Gunn suggests that producers consider the following to help balance feed needs and maintain animal performance.
1. Get weights on cows as well as forage. Many producers tend to underestimate the weight of their cows and overestimate the weight of their bales. Having a correct cow weight will allow for the development of the most appropriate ration/supplementation scheme.
2. Remember that what is baled is not what the cows either have the opportunity to consume or will consume. Consider the current storage method and estimate the amount of storage loss as well as potential feeding losses that may occur.
3. Consider using cornstalks, either grazed or baled, to extend forage supplies. However, use caution when relying on stalks for winter forage. Hope for the best but expect the worst as a wet fall can result in poor quality stalks, poor grazing conditions and a baled product that has more value as bedding than feed.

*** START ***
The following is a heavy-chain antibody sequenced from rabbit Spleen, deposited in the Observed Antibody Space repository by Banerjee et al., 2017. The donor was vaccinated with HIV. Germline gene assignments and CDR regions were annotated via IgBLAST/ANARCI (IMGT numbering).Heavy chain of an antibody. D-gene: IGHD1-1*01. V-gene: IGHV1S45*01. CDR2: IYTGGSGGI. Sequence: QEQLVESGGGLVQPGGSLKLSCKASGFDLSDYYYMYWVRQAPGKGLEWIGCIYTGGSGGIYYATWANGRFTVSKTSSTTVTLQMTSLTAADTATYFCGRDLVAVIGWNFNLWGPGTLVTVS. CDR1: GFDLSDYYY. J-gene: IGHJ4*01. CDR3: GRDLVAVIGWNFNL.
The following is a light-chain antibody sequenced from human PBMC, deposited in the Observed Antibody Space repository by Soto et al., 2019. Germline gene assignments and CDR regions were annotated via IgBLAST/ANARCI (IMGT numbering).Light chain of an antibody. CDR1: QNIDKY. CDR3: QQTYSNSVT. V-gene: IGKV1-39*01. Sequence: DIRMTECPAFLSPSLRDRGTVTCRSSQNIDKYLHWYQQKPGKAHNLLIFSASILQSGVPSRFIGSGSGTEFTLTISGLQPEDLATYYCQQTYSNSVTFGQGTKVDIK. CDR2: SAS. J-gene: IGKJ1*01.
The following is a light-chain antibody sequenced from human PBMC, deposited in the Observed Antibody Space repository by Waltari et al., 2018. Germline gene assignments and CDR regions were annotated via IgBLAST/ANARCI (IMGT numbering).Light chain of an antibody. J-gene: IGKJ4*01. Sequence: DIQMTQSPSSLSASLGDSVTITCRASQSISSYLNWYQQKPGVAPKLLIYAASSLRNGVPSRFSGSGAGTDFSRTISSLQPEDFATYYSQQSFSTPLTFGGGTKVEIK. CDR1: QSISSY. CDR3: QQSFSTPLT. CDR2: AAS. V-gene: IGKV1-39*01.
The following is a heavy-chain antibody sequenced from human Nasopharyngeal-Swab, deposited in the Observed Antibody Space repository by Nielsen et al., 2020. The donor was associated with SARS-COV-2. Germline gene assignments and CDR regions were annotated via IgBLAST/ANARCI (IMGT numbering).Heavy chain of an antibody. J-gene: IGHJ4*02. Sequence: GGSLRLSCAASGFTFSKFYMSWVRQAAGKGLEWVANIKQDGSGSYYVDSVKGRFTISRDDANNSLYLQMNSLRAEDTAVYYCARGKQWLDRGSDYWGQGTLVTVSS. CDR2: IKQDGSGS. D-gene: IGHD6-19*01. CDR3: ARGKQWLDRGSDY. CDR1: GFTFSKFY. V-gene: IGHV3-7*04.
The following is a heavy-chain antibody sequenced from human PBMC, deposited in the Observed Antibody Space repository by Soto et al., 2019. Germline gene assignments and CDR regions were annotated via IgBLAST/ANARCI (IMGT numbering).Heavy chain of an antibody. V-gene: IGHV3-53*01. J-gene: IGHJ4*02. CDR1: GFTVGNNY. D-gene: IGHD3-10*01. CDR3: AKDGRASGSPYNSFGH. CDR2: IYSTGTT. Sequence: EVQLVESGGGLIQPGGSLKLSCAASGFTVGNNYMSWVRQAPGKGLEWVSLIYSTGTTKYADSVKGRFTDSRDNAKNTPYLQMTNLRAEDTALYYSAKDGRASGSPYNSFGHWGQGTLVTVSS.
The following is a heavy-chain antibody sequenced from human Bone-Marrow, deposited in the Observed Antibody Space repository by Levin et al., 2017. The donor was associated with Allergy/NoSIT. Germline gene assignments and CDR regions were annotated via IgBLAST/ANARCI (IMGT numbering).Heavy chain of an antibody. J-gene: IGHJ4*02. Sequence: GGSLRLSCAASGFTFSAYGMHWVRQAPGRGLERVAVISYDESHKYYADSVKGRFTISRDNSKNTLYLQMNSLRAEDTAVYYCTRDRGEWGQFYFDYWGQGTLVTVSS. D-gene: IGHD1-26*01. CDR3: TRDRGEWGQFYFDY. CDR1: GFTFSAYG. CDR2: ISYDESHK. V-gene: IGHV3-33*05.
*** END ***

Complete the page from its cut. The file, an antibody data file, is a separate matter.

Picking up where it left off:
4. Plan ahead. Hay prices are the lowest in a few years. If projected forage resources are short, consider buying hay now while prices are still depressed.
5. Test forages (all cuttings, all types). This is money well spent on any feeding program and likely the best return on investment for the entire enterprise. If overfeeding, you are wasting money. If underfeeding, you are losing money through loss of production.
6. Work with a multitude of outlets to identify economical protein or energy supplements available in the area. Then, work with your nutritionist or extension specialist to develop least-cost diets that meet the needs of your cows for all winter production stages. Only supplement protein when necessary; likewise with energy. Don’t buy or feed what isn’t needed.
7. Finally, add 30 days to your typical winter feeding timeline. Cool, wet springs have delayed pasture turnout the past two years. Turning cows out too early next spring because harvested feeds are gone is a potential recipe for pasture disaster.